– Change directory. This lets
you navigate to different directories (folders).
- cd Documents
- go into a subdirectory (of the current
directory) named “Documents”
- cd Documents/temp
- go into “Documents”, then from
there into a subdirectory named “temp”
- cd ..
- go up to the parent of the current directory
- cd ../..
- go up two levels, to the parent’s parent
- cd /
- go to the top of the boot volume
- cd /Users
- go to the top of the boot volume, then into the
top-level directory named “Users”
- cd ~
- go to your home directory (note: that’s a tilde, not
- cd ~/Documents
- go to your home directory, then into
your “Documents” directory
- cd '/Applications (MacOS 9)'
- go to the of the boot
volume, then into the top-level directory named “Applications (MacOS 9)”.
The quote marks tell the shell (command interpreter) to ignore the special
characters (spaces and parentheses) in the directory name that would
otherwise confuse it.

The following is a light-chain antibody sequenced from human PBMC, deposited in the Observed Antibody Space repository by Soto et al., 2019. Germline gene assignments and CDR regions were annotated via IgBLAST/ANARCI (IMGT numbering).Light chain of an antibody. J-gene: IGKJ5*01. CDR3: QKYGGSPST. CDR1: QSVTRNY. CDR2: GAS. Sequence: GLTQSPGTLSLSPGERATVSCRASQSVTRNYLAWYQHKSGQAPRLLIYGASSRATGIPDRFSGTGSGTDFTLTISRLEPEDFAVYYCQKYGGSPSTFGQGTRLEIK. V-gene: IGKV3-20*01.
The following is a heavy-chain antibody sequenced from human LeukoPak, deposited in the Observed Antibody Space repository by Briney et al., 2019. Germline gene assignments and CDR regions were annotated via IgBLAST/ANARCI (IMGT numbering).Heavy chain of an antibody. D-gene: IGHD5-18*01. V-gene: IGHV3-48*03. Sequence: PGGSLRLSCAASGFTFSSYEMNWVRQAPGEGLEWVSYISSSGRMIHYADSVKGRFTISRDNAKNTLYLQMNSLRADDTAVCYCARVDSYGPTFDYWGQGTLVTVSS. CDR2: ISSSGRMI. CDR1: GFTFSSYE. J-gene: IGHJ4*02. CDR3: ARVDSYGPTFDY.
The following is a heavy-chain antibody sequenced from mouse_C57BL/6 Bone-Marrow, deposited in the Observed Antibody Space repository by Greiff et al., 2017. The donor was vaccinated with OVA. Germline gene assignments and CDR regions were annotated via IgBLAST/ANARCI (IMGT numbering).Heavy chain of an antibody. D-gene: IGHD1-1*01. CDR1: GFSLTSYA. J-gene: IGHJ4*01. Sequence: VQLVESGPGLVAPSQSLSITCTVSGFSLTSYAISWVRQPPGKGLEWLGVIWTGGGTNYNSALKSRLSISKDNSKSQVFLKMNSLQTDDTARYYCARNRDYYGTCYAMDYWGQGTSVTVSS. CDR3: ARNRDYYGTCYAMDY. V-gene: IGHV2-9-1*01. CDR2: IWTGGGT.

- cd -
- go back to the previous directory
– Print working
directory. This prints the path of the current working
directory (i.e. it tells you where you are).
– List the files in the current
directory, and (optionally) their characteristics.
- list just the names of the files in the current directory
- ls -l
- (long) list the files with their
characteristics (size, privs, owner, etc)
- ls -lo
- list the files with their flags (see
chflags) in addition to the
usual characteristics -l shows
- ls -a
- list all files in the
current directory (including those that would normally be invisible)
- ls -F
- list filenames with a special character at the end that
tells you what kind of file it is (“/” for directory, “*” for unix executable,
“@” for alias/symlink, etc)
- ls *.jpg
- list the names of all files with names ending in “.jpg”
- ls a*
- list the names of all files with names beginning with “a”
- ls *att*
- list the names of all files with names containing “att”